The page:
Beyond those basics, there are a number of more subtle opportunities for optimization that simply require a “feel for the art” of it all, and proper domain knowledge, to match the culture of your users.  Catching their attention is key but authenticity and trust are also very important and cannot be sacrificed for a cheap thrill, or they’re not going to give you their credit card number.

Tactics that might work well would include using a larger checkout button with appropriate messaging.  Perhaps something exciting such as “Check it Out!” works for an entertainment product but a move conservative “Get Started” is more appropriate for insurance or financial institutions.  Color choices, images and titles work the same way.  Focus on finding a way to grab attention and infuse emotional excite, without compromising authenticity or trust.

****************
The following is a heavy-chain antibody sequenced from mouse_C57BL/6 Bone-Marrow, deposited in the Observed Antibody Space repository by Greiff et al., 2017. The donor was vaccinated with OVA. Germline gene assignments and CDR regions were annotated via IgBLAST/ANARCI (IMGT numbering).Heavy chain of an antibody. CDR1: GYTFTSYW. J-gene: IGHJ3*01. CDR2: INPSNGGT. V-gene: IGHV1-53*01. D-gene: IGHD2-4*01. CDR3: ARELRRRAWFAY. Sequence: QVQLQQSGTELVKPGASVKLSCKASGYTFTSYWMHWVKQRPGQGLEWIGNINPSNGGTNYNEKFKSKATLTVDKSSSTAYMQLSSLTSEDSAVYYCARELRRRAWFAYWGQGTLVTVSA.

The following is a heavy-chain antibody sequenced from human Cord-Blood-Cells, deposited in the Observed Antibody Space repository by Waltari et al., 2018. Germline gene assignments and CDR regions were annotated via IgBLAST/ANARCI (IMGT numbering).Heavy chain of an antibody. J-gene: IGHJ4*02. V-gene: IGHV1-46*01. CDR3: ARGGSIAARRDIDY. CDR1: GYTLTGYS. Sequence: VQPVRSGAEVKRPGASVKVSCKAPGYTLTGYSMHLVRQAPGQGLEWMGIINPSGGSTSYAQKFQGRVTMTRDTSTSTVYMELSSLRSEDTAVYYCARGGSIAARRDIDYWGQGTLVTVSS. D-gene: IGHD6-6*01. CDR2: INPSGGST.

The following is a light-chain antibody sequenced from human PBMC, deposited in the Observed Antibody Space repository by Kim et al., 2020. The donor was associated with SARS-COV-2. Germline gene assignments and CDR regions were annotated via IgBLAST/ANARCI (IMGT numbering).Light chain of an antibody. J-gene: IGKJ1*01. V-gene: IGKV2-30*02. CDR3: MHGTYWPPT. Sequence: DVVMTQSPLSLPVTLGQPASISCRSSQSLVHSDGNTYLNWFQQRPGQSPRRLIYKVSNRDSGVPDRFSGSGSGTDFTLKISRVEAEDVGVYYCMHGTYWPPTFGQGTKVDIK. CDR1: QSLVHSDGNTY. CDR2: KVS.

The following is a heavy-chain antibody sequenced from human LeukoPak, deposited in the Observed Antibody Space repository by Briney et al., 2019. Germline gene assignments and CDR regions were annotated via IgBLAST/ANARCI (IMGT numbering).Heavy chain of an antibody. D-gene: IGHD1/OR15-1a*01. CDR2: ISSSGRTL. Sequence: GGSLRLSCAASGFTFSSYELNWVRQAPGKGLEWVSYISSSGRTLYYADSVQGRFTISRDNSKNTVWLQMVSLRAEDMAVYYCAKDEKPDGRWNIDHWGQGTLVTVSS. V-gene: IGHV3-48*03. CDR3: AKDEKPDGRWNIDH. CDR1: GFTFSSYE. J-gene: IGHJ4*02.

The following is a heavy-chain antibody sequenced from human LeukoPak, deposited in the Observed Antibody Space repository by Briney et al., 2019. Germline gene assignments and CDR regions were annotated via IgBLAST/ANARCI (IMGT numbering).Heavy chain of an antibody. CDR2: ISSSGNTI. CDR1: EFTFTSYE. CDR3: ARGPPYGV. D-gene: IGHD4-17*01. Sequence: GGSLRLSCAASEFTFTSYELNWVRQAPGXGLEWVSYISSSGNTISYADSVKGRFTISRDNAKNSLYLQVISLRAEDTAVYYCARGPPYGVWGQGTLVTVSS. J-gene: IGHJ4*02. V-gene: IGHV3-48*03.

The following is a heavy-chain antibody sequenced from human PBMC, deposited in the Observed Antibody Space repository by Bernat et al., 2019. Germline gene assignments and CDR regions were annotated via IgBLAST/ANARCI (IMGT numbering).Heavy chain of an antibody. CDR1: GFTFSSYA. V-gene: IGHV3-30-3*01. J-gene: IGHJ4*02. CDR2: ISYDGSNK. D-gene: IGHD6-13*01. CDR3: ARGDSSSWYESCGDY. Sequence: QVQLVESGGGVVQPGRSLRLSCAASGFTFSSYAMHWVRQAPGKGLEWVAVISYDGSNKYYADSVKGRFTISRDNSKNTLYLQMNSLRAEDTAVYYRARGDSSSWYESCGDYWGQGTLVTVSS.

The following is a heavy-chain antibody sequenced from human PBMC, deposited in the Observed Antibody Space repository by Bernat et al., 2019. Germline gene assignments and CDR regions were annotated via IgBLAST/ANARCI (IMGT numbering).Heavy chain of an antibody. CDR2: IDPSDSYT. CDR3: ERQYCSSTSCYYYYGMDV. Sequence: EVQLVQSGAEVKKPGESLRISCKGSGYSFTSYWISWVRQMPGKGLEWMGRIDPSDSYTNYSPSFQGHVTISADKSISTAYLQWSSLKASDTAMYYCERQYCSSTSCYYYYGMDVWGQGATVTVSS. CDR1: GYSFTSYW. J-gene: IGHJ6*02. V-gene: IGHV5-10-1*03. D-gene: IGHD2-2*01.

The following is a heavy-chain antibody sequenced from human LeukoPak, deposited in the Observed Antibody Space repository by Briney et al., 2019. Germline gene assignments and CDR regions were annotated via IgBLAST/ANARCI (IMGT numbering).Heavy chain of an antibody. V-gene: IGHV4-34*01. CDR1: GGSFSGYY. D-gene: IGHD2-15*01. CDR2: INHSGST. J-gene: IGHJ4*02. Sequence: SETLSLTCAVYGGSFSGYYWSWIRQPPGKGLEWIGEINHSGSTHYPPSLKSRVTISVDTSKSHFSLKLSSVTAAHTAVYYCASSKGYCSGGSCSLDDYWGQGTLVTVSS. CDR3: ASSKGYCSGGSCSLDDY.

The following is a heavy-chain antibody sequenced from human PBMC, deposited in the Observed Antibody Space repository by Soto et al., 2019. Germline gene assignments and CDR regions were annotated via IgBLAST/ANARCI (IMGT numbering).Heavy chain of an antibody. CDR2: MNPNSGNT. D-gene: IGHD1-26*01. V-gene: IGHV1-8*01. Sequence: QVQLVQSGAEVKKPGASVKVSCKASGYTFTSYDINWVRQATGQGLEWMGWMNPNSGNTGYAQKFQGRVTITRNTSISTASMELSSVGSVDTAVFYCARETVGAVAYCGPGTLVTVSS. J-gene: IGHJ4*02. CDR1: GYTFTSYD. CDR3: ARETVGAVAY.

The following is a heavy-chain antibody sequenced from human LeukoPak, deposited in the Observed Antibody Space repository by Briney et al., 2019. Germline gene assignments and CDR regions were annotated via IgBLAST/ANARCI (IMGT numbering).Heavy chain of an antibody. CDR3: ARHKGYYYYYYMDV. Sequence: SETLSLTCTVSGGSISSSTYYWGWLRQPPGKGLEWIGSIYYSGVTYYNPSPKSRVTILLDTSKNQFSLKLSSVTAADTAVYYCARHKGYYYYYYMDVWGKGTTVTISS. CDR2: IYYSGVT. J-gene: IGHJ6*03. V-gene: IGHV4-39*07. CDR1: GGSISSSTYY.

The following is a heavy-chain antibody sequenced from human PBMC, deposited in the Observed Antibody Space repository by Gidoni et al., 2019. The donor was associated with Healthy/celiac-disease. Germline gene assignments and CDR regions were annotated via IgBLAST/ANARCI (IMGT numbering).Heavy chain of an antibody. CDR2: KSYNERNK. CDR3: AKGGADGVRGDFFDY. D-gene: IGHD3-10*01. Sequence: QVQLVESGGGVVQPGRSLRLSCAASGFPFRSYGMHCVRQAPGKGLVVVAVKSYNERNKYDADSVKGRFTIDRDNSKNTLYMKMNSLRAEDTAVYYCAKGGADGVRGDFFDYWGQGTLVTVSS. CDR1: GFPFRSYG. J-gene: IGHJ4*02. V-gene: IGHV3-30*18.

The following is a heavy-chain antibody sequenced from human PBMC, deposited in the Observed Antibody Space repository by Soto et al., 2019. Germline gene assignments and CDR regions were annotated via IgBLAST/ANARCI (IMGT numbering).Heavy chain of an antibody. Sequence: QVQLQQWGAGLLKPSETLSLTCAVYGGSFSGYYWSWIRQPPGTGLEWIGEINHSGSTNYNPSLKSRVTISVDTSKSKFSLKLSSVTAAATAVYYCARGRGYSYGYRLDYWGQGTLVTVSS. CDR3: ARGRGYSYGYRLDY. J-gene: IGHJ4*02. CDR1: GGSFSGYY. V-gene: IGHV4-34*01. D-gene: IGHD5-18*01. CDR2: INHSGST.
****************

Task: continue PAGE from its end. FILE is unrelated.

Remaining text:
Testing Methodology
As with any advice, there are many half truths in optimization.  What works well for many sites may not work for yours.  A lot of this comes down to culture and the issues f authenticity and trust I mentioned above.  For this reason, you may start with certain known principles as described above and broader usability heuristics, but the only way to truly know what works best for your own audience, is to test.

Testing in fact, is at the basis of most sophisticated online marketing operations today. We should start with a humility that we never absolutely know truth, we can only approximate it, and should always seek to evaluate truth through objective and empirical evaluation.  As such, most online markets today user an iterative approach to their online marketing and optimization strategies.  Continual testing and revision is baked into the on-going process.